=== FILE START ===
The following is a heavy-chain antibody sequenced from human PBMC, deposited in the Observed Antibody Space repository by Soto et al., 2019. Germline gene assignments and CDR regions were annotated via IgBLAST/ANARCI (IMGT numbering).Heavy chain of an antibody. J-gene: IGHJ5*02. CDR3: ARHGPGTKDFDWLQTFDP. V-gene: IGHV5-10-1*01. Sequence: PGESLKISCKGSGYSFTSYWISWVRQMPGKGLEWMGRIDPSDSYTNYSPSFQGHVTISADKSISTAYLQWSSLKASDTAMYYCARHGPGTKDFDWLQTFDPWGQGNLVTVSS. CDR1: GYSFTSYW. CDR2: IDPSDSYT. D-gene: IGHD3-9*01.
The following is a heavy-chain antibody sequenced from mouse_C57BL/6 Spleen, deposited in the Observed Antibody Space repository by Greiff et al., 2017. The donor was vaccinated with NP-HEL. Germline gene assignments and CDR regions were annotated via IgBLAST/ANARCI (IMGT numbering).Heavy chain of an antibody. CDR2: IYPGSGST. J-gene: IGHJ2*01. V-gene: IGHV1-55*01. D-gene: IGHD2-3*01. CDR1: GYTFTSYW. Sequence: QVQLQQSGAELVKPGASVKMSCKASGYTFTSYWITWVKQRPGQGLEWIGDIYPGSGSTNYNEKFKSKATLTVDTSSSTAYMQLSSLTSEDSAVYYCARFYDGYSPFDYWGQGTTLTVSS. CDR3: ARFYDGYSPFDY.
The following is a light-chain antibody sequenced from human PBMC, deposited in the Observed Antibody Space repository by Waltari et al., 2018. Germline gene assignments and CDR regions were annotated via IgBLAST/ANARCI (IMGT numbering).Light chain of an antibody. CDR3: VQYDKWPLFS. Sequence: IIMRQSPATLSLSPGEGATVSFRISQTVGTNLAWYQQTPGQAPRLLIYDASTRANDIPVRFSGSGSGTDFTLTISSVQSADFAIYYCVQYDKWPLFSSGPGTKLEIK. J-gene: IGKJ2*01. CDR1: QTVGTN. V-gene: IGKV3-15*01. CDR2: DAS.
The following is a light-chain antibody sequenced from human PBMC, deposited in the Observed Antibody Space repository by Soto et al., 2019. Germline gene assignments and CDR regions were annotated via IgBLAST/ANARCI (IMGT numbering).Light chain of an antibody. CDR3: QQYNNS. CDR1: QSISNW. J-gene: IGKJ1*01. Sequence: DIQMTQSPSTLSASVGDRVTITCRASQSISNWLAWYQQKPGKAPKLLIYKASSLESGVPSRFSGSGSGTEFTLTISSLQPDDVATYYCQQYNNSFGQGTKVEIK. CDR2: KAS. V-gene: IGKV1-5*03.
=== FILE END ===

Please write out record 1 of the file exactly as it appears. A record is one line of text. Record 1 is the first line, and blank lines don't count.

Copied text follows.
The following is a heavy-chain antibody sequenced from human PBMC, deposited in the Observed Antibody Space repository by Soto et al., 2019. Germline gene assignments and CDR regions were annotated via IgBLAST/ANARCI (IMGT numbering).Heavy chain of an antibody. J-gene: IGHJ5*02. CDR3: ARHGPGTKDFDWLQTFDP. V-gene: IGHV5-10-1*01. Sequence: PGESLKISCKGSGYSFTSYWISWVRQMPGKGLEWMGRIDPSDSYTNYSPSFQGHVTISADKSISTAYLQWSSLKASDTAMYYCARHGPGTKDFDWLQTFDPWGQGNLVTVSS. CDR1: GYSFTSYW. CDR2: IDPSDSYT. D-gene: IGHD3-9*01.